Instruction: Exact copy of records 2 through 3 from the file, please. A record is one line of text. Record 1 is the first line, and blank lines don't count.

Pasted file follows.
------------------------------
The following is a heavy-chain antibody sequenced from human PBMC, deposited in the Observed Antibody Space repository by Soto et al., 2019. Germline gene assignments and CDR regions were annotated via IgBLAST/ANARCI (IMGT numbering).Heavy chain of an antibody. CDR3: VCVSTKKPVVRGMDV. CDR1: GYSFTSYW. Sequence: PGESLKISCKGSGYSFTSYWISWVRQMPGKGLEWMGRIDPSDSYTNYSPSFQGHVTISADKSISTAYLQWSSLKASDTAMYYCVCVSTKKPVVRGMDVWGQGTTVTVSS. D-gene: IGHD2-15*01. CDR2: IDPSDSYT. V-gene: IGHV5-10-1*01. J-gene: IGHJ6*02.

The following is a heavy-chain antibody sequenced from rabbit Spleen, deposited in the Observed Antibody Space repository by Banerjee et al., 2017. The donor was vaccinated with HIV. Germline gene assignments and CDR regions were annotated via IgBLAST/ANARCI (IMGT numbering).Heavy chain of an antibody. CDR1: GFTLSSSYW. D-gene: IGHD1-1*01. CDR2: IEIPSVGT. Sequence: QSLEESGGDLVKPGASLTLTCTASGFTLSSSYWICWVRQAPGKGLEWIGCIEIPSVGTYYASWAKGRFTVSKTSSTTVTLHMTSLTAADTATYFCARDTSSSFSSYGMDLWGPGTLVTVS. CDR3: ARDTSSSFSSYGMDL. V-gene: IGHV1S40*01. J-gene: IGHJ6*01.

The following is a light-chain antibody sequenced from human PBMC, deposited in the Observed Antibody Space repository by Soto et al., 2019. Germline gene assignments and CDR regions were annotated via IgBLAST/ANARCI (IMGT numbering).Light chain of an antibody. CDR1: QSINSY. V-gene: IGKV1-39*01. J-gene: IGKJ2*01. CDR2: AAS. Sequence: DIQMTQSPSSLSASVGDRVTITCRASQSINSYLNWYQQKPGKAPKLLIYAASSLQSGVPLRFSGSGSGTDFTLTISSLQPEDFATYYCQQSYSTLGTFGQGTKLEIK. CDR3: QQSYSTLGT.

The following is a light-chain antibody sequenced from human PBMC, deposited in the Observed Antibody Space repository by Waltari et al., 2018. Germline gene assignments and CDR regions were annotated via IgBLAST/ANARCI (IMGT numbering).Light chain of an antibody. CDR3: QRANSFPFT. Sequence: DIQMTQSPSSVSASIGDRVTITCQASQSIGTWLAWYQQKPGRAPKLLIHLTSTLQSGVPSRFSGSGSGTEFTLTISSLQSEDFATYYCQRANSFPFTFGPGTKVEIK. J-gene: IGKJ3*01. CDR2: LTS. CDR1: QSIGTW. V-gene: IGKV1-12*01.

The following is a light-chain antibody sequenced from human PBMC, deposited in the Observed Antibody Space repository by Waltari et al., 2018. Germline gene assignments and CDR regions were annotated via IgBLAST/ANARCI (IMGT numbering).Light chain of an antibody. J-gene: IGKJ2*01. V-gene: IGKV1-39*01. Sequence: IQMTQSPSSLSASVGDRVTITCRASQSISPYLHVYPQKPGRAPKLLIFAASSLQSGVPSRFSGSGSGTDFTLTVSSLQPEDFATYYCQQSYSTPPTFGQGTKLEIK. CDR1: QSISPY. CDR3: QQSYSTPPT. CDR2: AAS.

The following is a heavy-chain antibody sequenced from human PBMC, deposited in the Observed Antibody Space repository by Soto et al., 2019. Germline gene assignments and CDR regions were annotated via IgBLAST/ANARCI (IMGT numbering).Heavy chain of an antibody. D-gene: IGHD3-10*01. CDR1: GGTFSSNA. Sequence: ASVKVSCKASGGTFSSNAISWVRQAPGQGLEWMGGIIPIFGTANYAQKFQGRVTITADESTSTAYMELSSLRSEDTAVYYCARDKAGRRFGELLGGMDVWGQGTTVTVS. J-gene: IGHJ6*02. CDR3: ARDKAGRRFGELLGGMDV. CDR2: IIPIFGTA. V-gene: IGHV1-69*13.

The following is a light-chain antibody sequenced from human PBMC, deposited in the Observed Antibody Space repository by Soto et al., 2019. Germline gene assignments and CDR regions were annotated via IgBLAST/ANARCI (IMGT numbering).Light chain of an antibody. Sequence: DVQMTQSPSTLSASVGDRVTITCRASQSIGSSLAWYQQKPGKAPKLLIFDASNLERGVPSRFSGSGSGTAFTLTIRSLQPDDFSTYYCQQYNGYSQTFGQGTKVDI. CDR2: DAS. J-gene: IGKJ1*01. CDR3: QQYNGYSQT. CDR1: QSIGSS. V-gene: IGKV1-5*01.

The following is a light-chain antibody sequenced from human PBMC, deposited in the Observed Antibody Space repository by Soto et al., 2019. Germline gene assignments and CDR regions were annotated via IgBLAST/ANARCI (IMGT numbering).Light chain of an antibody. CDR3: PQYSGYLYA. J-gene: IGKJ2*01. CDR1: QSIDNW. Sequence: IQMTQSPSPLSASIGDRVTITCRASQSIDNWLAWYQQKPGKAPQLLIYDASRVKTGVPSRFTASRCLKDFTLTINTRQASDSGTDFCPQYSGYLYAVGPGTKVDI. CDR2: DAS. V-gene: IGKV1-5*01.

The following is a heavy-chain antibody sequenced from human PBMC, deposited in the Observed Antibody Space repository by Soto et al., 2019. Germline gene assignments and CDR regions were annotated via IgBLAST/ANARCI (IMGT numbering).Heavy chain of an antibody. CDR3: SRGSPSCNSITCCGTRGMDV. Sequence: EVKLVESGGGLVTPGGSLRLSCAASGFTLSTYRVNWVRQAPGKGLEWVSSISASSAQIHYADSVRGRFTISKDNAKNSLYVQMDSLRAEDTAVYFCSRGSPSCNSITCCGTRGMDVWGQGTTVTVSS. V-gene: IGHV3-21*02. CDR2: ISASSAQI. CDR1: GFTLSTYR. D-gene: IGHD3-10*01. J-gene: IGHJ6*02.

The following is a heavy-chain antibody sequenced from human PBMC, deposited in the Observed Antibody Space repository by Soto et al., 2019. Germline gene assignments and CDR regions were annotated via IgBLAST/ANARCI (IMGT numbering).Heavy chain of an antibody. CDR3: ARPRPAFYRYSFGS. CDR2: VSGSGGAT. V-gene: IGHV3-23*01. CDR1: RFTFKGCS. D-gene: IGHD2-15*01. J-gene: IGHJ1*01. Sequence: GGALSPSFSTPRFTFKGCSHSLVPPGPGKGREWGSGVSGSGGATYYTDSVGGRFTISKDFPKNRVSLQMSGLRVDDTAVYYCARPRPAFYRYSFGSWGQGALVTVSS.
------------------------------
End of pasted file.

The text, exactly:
The following is a heavy-chain antibody sequenced from rabbit Spleen, deposited in the Observed Antibody Space repository by Banerjee et al., 2017. The donor was vaccinated with HIV. Germline gene assignments and CDR regions were annotated via IgBLAST/ANARCI (IMGT numbering).Heavy chain of an antibody. CDR1: GFTLSSSYW. D-gene: IGHD1-1*01. CDR2: IEIPSVGT. Sequence: QSLEESGGDLVKPGASLTLTCTASGFTLSSSYWICWVRQAPGKGLEWIGCIEIPSVGTYYASWAKGRFTVSKTSSTTVTLHMTSLTAADTATYFCARDTSSSFSSYGMDLWGPGTLVTVS. CDR3: ARDTSSSFSSYGMDL. V-gene: IGHV1S40*01. J-gene: IGHJ6*01.

The following is a light-chain antibody sequenced from human PBMC, deposited in the Observed Antibody Space repository by Soto et al., 2019. Germline gene assignments and CDR regions were annotated via IgBLAST/ANARCI (IMGT numbering).Light chain of an antibody. CDR1: QSINSY. V-gene: IGKV1-39*01. J-gene: IGKJ2*01. CDR2: AAS. Sequence: DIQMTQSPSSLSASVGDRVTITCRASQSINSYLNWYQQKPGKAPKLLIYAASSLQSGVPLRFSGSGSGTDFTLTISSLQPEDFATYYCQQSYSTLGTFGQGTKLEIK. CDR3: QQSYSTLGT.